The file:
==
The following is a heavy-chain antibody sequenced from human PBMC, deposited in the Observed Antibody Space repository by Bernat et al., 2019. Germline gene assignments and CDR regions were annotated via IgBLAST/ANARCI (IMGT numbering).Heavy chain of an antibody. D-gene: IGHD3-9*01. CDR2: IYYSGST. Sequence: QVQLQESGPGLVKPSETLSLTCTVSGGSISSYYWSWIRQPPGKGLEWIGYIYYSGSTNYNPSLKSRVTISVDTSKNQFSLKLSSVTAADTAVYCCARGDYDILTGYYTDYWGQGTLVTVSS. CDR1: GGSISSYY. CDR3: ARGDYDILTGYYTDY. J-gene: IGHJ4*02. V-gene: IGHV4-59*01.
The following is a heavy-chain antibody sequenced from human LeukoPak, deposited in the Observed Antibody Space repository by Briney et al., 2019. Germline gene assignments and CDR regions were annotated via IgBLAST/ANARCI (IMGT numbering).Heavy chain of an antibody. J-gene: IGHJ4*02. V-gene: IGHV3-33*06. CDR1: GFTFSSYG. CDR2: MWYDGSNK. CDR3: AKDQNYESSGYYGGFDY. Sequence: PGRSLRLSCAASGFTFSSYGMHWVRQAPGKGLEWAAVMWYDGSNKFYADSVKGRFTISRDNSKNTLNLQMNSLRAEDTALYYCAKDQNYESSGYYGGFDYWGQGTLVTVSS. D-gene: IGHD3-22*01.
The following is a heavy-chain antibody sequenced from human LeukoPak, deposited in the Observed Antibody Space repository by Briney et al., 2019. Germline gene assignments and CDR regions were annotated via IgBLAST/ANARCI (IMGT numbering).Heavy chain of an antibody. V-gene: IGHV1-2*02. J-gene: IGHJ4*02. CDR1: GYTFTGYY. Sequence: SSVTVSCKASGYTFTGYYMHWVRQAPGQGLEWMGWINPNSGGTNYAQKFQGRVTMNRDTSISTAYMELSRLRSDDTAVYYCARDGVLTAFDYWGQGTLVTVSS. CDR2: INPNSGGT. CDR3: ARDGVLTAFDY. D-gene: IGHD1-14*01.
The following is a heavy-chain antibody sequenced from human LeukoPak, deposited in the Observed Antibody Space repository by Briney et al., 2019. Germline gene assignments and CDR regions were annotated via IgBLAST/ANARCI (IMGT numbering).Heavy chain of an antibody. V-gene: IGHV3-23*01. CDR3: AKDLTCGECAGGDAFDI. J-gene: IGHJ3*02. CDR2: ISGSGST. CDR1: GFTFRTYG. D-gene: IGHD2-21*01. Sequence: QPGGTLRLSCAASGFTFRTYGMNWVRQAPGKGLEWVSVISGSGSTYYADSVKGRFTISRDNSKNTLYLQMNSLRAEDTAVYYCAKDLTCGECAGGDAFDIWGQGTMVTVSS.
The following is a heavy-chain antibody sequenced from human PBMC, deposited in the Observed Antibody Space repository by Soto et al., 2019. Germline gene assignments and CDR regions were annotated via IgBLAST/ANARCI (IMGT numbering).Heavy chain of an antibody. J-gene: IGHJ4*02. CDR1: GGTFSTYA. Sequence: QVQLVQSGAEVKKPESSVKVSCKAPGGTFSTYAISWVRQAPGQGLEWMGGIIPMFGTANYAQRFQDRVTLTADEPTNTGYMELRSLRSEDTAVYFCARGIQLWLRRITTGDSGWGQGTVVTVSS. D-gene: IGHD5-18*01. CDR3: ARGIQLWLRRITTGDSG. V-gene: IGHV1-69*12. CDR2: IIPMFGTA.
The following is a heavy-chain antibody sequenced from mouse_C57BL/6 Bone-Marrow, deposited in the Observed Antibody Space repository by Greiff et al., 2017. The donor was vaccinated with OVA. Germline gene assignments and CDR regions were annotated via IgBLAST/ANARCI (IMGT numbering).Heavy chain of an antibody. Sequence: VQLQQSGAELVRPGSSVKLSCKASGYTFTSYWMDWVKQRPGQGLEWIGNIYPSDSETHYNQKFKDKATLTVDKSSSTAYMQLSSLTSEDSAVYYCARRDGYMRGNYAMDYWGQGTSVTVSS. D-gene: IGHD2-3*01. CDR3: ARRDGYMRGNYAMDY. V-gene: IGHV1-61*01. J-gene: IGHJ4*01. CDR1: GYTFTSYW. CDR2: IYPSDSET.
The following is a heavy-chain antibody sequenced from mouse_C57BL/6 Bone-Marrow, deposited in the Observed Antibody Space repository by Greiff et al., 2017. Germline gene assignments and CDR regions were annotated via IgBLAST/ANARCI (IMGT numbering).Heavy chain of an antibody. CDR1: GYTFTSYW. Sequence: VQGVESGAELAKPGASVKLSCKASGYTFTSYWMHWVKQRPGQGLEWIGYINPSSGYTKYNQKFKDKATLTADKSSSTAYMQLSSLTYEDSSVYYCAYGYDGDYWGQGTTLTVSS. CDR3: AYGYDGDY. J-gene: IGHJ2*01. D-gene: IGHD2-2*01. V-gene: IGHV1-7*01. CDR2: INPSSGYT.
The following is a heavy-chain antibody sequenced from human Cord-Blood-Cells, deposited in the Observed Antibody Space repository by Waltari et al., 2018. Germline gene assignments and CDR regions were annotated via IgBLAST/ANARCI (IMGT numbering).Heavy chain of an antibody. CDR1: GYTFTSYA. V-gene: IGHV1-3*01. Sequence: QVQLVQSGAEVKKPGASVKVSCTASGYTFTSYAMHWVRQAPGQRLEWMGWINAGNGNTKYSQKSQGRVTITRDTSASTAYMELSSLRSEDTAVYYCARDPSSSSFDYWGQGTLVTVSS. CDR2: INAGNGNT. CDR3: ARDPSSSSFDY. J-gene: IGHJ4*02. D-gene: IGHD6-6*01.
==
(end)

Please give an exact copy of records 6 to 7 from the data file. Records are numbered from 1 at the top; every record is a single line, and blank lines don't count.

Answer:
The following is a heavy-chain antibody sequenced from mouse_C57BL/6 Bone-Marrow, deposited in the Observed Antibody Space repository by Greiff et al., 2017. The donor was vaccinated with OVA. Germline gene assignments and CDR regions were annotated via IgBLAST/ANARCI (IMGT numbering).Heavy chain of an antibody. Sequence: VQLQQSGAELVRPGSSVKLSCKASGYTFTSYWMDWVKQRPGQGLEWIGNIYPSDSETHYNQKFKDKATLTVDKSSSTAYMQLSSLTSEDSAVYYCARRDGYMRGNYAMDYWGQGTSVTVSS. D-gene: IGHD2-3*01. CDR3: ARRDGYMRGNYAMDY. V-gene: IGHV1-61*01. J-gene: IGHJ4*01. CDR1: GYTFTSYW. CDR2: IYPSDSET.
The following is a heavy-chain antibody sequenced from mouse_C57BL/6 Bone-Marrow, deposited in the Observed Antibody Space repository by Greiff et al., 2017. Germline gene assignments and CDR regions were annotated via IgBLAST/ANARCI (IMGT numbering).Heavy chain of an antibody. CDR1: GYTFTSYW. Sequence: VQGVESGAELAKPGASVKLSCKASGYTFTSYWMHWVKQRPGQGLEWIGYINPSSGYTKYNQKFKDKATLTADKSSSTAYMQLSSLTYEDSSVYYCAYGYDGDYWGQGTTLTVSS. CDR3: AYGYDGDY. J-gene: IGHJ2*01. D-gene: IGHD2-2*01. V-gene: IGHV1-7*01. CDR2: INPSSGYT.